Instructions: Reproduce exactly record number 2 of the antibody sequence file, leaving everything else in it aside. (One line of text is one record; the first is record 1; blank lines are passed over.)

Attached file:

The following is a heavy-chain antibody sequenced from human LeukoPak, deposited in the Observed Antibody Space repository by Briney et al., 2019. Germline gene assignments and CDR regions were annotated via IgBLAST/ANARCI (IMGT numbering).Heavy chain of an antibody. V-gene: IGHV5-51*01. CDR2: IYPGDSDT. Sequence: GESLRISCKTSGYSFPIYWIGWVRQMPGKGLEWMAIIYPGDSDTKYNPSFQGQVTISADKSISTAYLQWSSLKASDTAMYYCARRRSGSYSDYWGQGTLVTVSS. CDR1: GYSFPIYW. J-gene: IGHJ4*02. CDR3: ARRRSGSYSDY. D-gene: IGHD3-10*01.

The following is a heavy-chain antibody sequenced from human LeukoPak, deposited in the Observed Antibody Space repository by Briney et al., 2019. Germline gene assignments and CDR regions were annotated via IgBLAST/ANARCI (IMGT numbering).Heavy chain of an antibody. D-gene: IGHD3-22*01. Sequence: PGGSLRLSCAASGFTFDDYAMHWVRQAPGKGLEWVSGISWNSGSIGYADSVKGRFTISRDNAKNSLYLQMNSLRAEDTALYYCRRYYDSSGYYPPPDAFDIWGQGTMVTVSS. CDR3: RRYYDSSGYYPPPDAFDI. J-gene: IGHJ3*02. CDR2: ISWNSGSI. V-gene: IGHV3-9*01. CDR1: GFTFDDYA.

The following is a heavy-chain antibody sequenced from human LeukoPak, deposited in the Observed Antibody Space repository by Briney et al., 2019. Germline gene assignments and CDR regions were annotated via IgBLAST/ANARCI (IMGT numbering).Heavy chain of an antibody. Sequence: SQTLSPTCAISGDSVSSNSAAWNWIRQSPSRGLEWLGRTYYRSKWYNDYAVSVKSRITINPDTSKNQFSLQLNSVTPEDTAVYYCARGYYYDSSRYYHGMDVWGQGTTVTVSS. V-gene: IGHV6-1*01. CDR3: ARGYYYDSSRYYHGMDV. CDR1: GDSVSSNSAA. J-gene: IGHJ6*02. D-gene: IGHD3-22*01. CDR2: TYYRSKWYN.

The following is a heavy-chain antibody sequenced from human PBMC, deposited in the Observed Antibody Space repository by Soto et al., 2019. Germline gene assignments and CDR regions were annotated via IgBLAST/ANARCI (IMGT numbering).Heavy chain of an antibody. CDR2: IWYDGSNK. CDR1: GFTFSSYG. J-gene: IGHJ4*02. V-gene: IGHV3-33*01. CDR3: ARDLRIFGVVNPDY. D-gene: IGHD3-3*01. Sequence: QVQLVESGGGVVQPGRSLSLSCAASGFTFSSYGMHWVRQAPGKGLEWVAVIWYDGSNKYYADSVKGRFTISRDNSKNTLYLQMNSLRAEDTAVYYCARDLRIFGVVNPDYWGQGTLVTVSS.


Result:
The following is a heavy-chain antibody sequenced from human LeukoPak, deposited in the Observed Antibody Space repository by Briney et al., 2019. Germline gene assignments and CDR regions were annotated via IgBLAST/ANARCI (IMGT numbering).Heavy chain of an antibody. D-gene: IGHD3-22*01. Sequence: PGGSLRLSCAASGFTFDDYAMHWVRQAPGKGLEWVSGISWNSGSIGYADSVKGRFTISRDNAKNSLYLQMNSLRAEDTALYYCRRYYDSSGYYPPPDAFDIWGQGTMVTVSS. CDR3: RRYYDSSGYYPPPDAFDI. J-gene: IGHJ3*02. CDR2: ISWNSGSI. V-gene: IGHV3-9*01. CDR1: GFTFDDYA.